Document Type


Date of Degree


Degree Name

PhD (Doctor of Philosophy)

Degree In


First Advisor

Douglas R. Flanagan


Most solid-state kinetic principles were derived from those for homogenous phases in the past century. Rate laws describing solid-state degradation are more complex than those in homogenous phases. Solid-state kinetic reactions can be mechanistically classified as nucleation, geometrical contraction, diffusion and reaction order models. Experimentally, solid-state kinetics are studied either isothermally or nonisothermally. Many mathematical methods have been developed to interpret experimental data for both heating protocols. These methods generally fall into one of two categories: model-fitting and model-free. Historically, model-fitting methods were widely used because of their ability to directly determine the kinetic triplet (i.e., frequency factor [A], activation energy [Ea] and model). However, these methods suffer from several problems among which is their inability to uniquely determine the reaction model. This has led to the decline of these methods in favor of isoconversional (model-free) methods that evaluate kinetics without modelistic assumptions. However, isoconversional methods do not compute a frequency factor nor determine a reaction model which are needed for a complete and accurate kinetic analysis. A new approach was proposed that combines the power of isoconversional methods with model-fitting methods. It is based on using isoconversional methods instead of traditional statistical model-fitting methods to select the reaction model. Once a reaction model has been selected, the activation energy and frequency factor can be determined for that model. This approach was investigated for simulated and real experimental data for desolvation reactions of sulfameter solvates. Controversies have arisen with regard to interpreting solid-state kinetic results which include variable activation energy, calculation methods and kinetic compensation effects. The concept of variable activation energy in solid-state reaction kinetics has caused considerable debate because this behavior has been viewed by some as a violation of basic chemical kinetic principles. Activation energy variation has been detected by isoconversional or "model-free" calculation methods which generate activation energy as a function of reaction progress. The relationship between calculation methods and artifactual variation in activation energy was investigated by employing model-fitting and isoconversional methods to analyze both simulated and experimental data. The experimental data was for the sulfameter-dioxolane solvate desolvation by TGA. It was shown that variable activation energy in simple reactions could be an artifact resulting from the use of isoconversional methods; this artifactual behavior can be seen in both isothermal and nonisothermal kinetic experiments. Therefore, care should be taken when interpreting kinetic results from isoconversional methods. If the variation in activation energy is artifactual, this variation can lead to a false mechanistic conclusion about a reaction being complex while, in fact, it is not. Artifactual variation can be reduced by careful experimental design and control of experimental variables in addition to experimental replication, so that averaged kinetic parameters and their confidence intervals can be estimated. The solid-state stability of several structurally related solvates of sulfameter (5-methoxysulfadiazine) was investigated by studying the kinetics of their desolvation reaction both isothermally and nonisothermally. Calculated kinetic parameters were compared and related to the crystal structure of these solvates. A relationship was established between desolvation kinetic parameters (e.g., activation energy) and the solvent size; the larger the solvent molecule, the higher its activation energy. The solid-state reaction models selected also corresponded to the single crystal structure of the sulfameter-solvate system in which the solvent molecules were in cavities. Finally, it was found that kinetic parameters obtained isothermally and nonisothermally were not in agreement. Therefore, kinetic results from one may not be extended to the other.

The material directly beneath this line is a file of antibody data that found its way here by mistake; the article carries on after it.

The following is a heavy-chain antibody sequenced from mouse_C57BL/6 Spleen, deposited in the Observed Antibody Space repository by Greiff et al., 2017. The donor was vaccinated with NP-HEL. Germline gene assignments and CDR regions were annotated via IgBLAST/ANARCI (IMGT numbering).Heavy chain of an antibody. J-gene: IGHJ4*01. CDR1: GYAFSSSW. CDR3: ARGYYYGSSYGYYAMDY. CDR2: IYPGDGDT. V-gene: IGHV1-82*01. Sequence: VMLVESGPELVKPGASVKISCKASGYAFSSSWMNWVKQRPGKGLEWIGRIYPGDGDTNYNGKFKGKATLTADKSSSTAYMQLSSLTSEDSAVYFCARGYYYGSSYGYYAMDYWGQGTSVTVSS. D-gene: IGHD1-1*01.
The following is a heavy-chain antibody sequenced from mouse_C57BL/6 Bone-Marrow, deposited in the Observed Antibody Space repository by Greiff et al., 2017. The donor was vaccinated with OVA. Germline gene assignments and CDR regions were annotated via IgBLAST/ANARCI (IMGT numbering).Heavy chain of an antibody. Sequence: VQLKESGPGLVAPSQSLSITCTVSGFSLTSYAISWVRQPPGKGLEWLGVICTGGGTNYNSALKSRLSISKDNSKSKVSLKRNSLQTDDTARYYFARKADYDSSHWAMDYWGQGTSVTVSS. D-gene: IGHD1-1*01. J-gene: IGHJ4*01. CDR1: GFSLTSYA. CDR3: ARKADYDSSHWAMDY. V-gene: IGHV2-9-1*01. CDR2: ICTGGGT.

xxiii, 321 pages


Includes bibliographical references (pages 310-319).


Copyright 2007 Ammar Khawam